Beginning with Pillow, the PIL Fork (Python Imaging Library)
- 1 – Pillow Installation
- 2 – Pillow Version
- 3 – Image Loading and Saving
- 4 – Reading the pixels
- 5 – Image Processing
- 6 – Image Processing Operations
- 7 – Adding a watermark
PIL, the Python Imaging Library, is a powerful tool for playing and tweaking images. But PIL is no longer an active project. That’s why the Python community (mainly Alex Clark) has created Pillow, a fork of PIL. Pillow exposes the same functions (and more) than PIL, comes with an up to date documentation and is an active project. So today, the advice is to forget PIL and use Pillow.
Since Pillow is a fork of PIL, this article is a fork of this one 😉
I will use GLSL Hacker to show how to play with Pillow. All demos with source codes are available in the code sample pack in the moon3d/gl-210-python-pil-pillow/ folder. It’s recommanded to use the latest DEV version of GLSL Hacker. You can download the latest DEV version from HERE.
This tutorial is focused on Pillow so you should be able to easily reuse all code snippets in your own Python projects. Pillow includes many functions and we will cover only a few ones…
1 – Pillow Installation
The installation steps are described in details HERE. I tested Pillow on Windows 7 and Mac OS X 10.9.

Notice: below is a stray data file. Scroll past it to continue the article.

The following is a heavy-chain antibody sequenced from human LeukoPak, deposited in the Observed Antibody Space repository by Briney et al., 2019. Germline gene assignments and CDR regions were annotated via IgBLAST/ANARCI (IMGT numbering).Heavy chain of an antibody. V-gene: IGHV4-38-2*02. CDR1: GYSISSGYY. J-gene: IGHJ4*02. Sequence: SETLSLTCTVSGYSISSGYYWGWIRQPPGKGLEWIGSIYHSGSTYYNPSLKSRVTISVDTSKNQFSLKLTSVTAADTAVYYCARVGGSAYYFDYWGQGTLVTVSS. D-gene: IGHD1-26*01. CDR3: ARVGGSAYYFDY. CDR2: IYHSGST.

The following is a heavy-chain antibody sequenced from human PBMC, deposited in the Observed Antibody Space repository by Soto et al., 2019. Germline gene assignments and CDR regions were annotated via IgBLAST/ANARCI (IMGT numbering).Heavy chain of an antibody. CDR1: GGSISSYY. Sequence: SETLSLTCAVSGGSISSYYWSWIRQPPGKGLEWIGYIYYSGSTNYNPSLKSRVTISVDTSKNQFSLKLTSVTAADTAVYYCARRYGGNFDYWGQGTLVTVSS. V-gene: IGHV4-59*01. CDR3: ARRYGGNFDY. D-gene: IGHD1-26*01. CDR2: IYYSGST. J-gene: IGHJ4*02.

For Windows, just download the installer from this page and execute it. I installed Pillow-2.2.1.win-amd64-py2.7.exe. That’s all.
For Mac OS X, things are a bit more complicated: you have to install some dependencies and compile Pillow source code. Who said that things are simple with the Mac? Here are the steps to install Pillow under OS X:
- 1 – installation of Homebrew:
$ ruby -e "$(curl -fsSL https://raw.github.com/mxcl/homebrew/go)"
- 2 – downloading of Pillow sources from this page
- 3 – installation of dependencies:
$ brew install libtiff libjpeg webp littlecms
- 4 – installation of XQuartz because Pillow needs some X11 headers
- 5 – Pillow installation and compilation:
$ sudo python setup.py install
Now you should have a valid Pillow installation…
For Linux, Fedora, Debian, Ubuntu and ArchLinux include Pillow with their latest distributions. So there’s nothing to do.